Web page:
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March 10, 2014

1965 Oscars? Thanks for the memories

By Big Chuck D'Imperio
The Daily Star

---- — Well, the 86th Academy Awards are over. And for the record, I did a pretty good job in my Daily Star Oscar picks. I got them all right except one. Cate Blanchett was the spoiler in my clean sweep. Not bad, if I do say so myself.

A lot of people say the Oscars have changed a lot “since the old days,” and for the most part that is correct. When I was a kid growing up, the Oscars show was something that my parents watched. The kids certainly did not. Mom and Dad would sit in their respective easy chairs and turn the show on each year promptly at 8. I can see them clearly. Dad in his recliner, and Mom sitting on the edge of her corner chair probably with a baby in her lap. My siblings and I would wander in and out of the living room to the chastising “hush” and “shhh” coming from each corner chair.

I always thought it was curious that my folks enjoyed the Oscars so much. I can honestly say I can never remember my parents ever going to the movies. Not once. But the show was a “glimpse over the fence” into the backyard of the rich and famous and for that, I guess it has never changed.

In 1965, I actually remember watching the telecast with them at home because the big movie of the year, “The Sound of Music,” had just recently played at the Sidney Theater and we all saw it (kids, not parents).

Bob Hope was the host. He was always the host (14 times). He would come out in his tuxedo and make sly, clever comments about the stars in the audience, and my parents would chuckle at every punch line. It all seems so tame now. He would see Charlton Heston in the audience, for example, and say something like, “Uh, oh. The boss is in the house,” referencing Heston’s role as Moses. Chuckle, chuckle.

This year, host Ellen DeGeneres made a comment that the person in the audience who looked like Liza Minnelli was the best male Liza impersonator she had ever seen. Of course that person was really Liza Minnelli. I thought it was kind of mean. If Bob Hope had said that, Mom and Dad would have chuckled. But then again, Bob Hope would never have “gone there.”

I remember the stars that night in 1965. I was struck at how many foreign actors were up for what I then considered an American award. Of the 20 movie stars up for acting awards, 10 were from the United Kingdom. Plus, Simone Signoret was French and Oskar Werner was Australian. Of the four winners though, three were from the U.S., including New Yorkers Lee Marvin and Martin Balsam and a country girl from the Midwest named Shelley Winters.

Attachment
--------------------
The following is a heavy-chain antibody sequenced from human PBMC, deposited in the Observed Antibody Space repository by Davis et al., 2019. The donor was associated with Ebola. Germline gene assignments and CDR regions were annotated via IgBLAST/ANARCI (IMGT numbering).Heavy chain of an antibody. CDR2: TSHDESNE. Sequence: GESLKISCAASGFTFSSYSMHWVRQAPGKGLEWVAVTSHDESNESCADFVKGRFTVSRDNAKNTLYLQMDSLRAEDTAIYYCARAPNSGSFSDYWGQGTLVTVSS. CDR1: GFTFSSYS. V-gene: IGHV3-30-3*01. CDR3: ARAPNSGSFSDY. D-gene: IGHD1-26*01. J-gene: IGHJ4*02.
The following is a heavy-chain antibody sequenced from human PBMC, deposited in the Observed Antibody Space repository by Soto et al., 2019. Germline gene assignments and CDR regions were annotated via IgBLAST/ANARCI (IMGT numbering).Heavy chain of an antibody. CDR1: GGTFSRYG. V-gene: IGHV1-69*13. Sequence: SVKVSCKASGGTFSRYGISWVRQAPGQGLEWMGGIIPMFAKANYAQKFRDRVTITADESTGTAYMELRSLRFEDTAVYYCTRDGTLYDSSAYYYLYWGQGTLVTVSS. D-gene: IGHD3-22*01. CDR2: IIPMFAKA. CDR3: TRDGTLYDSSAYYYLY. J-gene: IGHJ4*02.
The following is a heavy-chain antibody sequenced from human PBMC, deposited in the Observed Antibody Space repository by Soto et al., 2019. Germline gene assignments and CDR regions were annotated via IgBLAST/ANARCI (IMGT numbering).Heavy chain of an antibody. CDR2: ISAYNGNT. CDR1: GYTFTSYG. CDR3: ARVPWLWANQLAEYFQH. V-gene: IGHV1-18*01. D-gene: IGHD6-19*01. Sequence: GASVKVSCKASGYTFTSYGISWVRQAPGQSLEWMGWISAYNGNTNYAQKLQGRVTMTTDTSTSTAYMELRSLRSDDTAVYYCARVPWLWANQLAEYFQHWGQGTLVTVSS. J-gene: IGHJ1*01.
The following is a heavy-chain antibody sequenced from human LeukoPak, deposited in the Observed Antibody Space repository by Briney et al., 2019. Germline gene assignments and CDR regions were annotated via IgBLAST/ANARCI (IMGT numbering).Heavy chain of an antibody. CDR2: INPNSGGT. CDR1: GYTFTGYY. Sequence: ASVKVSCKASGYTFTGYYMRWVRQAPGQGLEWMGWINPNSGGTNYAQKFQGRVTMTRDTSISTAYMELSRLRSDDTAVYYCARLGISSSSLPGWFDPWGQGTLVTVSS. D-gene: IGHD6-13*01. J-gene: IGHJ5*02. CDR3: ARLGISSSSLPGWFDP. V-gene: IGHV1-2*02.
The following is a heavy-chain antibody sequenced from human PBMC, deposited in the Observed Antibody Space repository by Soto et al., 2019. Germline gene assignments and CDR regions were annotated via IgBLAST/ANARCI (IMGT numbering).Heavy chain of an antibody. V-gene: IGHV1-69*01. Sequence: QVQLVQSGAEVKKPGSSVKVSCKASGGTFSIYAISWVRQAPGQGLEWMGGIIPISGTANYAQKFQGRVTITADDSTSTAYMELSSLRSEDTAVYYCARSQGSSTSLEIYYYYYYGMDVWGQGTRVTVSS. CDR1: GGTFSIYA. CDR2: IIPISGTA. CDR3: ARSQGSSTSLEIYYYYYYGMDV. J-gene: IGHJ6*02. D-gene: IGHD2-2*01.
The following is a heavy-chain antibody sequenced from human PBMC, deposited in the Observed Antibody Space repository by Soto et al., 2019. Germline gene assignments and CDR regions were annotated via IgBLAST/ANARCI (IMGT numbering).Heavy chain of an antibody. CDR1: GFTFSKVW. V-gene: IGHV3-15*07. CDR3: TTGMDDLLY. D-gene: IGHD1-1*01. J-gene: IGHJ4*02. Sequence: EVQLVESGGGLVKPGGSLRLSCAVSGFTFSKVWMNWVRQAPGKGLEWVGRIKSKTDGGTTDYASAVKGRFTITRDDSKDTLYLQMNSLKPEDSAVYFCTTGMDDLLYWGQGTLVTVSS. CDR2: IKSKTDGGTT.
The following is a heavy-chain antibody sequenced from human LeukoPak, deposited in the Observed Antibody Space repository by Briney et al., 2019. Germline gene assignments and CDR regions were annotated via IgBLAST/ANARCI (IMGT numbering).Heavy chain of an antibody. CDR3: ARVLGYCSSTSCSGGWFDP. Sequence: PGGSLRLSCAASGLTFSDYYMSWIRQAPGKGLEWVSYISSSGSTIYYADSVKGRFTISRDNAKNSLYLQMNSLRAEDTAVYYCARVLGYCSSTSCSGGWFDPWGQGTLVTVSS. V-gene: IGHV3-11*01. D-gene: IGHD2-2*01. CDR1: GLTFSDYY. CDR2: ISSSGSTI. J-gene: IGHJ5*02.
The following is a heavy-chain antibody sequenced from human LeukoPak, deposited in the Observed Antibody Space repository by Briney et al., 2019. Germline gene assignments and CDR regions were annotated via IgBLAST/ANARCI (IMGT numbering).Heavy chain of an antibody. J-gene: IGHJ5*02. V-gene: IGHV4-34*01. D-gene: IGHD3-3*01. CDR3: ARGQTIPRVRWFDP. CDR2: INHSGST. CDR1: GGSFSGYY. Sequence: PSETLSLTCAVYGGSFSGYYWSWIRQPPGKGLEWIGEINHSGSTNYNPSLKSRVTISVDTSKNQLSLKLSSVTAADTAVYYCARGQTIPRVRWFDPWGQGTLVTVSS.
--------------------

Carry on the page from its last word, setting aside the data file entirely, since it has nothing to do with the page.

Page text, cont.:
At this year’s Oscars, the geopolitical shift was in full evidence, at least in the names of the contenders. Three of the strongest contenders in the acting categories were Lupita Nyong’o and Chiwetel Ejofor (“12 Years a Slave”) and Barkhad Abdi (“Captain Phillips”). Nyong’o, from Kenya, won. Alfonso Cuaron, from Mexico, became the first Latino to ever win the Best Director award.

So, times have changed for Oscar. A little. In 1965 there was no red carpet. This year the red-carpet interviews played ad nauseam as a sort of pre-game run-up to the big event.

In 1965, the Oscar for Best Visual Effects went to the James Bond flick “Thunderball” for its introduction of the Bell Rocket Belt that propelled 007 up and out of harm’s way. The 2014 Oscar in the same category went to the film “Gravity” for its multimillion-dollar replication of a spacewalk at the International Space station thousands of miles above earth.

All in all, I really enjoyed this year’s Academy Awards show. But I couldn’t help but be transported back to watching the same show with my parents in 1965. It all seemed so, well, adult back then. I mean, Bob Hope would never have served pizza to Elizabeth Taylor, Rex Harrison or Jason Robards in the front row.

And lest anyone feel sorry for Liza Minnelli being the brunt of Ellen’s stinging put-down in this year’s opening monologue, take heart. If Liza is nothing, she is certainly a survivor. At the 38th Academy Awards show, Liza was not sitting in the audience. The 19-year old was up on stage singing one of the Oscar nominated songs!

I’ll catch you in two ...

“Big Chuck” D’IMPERIO can be heard on weekdays beginning at 6 a.m. on WDOS-AM 730 in Oneonta, and also on Thursday nights from 7 to 9 p.m. on WSRK-FM 103.9 for his “Oldies Jukebox Show.” You can find him on Facebook by searching “Big Chuck.” He invites you to contact him at His columns can be found at